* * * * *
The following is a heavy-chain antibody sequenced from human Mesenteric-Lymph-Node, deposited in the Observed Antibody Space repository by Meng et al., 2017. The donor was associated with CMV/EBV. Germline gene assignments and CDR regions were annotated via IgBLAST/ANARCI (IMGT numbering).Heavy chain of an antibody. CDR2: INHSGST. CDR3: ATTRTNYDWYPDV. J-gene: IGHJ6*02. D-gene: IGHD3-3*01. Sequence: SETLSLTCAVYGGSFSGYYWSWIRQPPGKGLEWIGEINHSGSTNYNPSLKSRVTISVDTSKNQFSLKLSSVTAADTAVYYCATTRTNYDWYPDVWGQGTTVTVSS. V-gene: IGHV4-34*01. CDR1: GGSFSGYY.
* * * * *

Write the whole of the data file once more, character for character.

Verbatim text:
The following is a heavy-chain antibody sequenced from human Mesenteric-Lymph-Node, deposited in the Observed Antibody Space repository by Meng et al., 2017. The donor was associated with CMV/EBV. Germline gene assignments and CDR regions were annotated via IgBLAST/ANARCI (IMGT numbering).Heavy chain of an antibody. CDR2: INHSGST. CDR3: ATTRTNYDWYPDV. J-gene: IGHJ6*02. D-gene: IGHD3-3*01. Sequence: SETLSLTCAVYGGSFSGYYWSWIRQPPGKGLEWIGEINHSGSTNYNPSLKSRVTISVDTSKNQFSLKLSSVTAADTAVYYCATTRTNYDWYPDVWGQGTTVTVSS. V-gene: IGHV4-34*01. CDR1: GGSFSGYY.